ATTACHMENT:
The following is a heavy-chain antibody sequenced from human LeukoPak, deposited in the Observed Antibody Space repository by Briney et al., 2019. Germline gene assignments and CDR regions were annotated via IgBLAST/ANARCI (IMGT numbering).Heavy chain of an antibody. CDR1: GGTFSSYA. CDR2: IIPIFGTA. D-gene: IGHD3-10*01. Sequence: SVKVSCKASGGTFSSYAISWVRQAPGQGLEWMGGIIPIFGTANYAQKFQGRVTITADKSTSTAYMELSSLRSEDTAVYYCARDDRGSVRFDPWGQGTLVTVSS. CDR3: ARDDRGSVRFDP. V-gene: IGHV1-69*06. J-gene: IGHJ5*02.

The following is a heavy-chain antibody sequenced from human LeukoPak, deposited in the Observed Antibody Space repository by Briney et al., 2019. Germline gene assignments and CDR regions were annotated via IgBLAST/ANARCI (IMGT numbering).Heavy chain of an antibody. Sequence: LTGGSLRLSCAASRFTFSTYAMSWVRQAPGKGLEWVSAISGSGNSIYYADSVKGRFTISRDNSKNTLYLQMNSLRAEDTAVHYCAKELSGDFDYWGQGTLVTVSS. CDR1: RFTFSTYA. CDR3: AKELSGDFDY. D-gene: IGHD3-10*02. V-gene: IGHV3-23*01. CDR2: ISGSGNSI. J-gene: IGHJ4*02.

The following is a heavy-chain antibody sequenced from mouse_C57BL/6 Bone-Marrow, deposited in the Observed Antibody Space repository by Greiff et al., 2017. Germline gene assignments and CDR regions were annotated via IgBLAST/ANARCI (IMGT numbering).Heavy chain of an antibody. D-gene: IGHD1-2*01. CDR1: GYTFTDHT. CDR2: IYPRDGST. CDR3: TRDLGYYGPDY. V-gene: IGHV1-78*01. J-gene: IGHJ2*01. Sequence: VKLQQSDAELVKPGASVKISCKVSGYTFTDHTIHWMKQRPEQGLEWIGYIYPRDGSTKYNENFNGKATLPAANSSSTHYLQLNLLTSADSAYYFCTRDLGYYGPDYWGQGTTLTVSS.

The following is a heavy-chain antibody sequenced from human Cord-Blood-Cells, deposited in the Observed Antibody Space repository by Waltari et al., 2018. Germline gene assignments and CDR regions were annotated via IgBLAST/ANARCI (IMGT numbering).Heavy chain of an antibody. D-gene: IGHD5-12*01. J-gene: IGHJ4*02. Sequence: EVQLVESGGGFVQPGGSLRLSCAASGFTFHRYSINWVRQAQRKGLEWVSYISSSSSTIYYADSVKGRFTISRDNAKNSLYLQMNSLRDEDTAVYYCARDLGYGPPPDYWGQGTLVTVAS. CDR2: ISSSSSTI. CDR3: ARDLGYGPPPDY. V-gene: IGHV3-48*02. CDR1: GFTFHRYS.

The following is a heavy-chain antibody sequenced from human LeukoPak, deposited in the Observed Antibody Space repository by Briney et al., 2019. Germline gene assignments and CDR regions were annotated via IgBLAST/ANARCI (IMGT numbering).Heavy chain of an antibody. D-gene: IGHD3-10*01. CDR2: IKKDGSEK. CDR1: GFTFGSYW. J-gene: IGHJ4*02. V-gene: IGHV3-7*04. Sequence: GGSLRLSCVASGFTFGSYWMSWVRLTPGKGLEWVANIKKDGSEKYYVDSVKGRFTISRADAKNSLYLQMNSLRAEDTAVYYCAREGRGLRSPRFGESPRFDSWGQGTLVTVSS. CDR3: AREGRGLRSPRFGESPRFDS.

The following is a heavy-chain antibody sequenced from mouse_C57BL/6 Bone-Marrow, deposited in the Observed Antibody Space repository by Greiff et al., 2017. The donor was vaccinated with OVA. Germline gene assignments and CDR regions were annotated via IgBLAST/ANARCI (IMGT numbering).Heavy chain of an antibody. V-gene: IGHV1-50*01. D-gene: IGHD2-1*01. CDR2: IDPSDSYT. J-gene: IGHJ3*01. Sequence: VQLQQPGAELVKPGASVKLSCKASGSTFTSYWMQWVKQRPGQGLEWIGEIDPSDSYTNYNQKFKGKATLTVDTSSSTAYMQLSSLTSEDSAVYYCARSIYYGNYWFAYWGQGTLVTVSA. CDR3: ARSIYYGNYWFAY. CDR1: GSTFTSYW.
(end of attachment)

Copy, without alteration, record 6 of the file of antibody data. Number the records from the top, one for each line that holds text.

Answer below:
The following is a heavy-chain antibody sequenced from mouse_C57BL/6 Bone-Marrow, deposited in the Observed Antibody Space repository by Greiff et al., 2017. The donor was vaccinated with OVA. Germline gene assignments and CDR regions were annotated via IgBLAST/ANARCI (IMGT numbering).Heavy chain of an antibody. V-gene: IGHV1-50*01. D-gene: IGHD2-1*01. CDR2: IDPSDSYT. J-gene: IGHJ3*01. Sequence: VQLQQPGAELVKPGASVKLSCKASGSTFTSYWMQWVKQRPGQGLEWIGEIDPSDSYTNYNQKFKGKATLTVDTSSSTAYMQLSSLTSEDSAVYYCARSIYYGNYWFAYWGQGTLVTVSA. CDR3: ARSIYYGNYWFAY. CDR1: GSTFTSYW.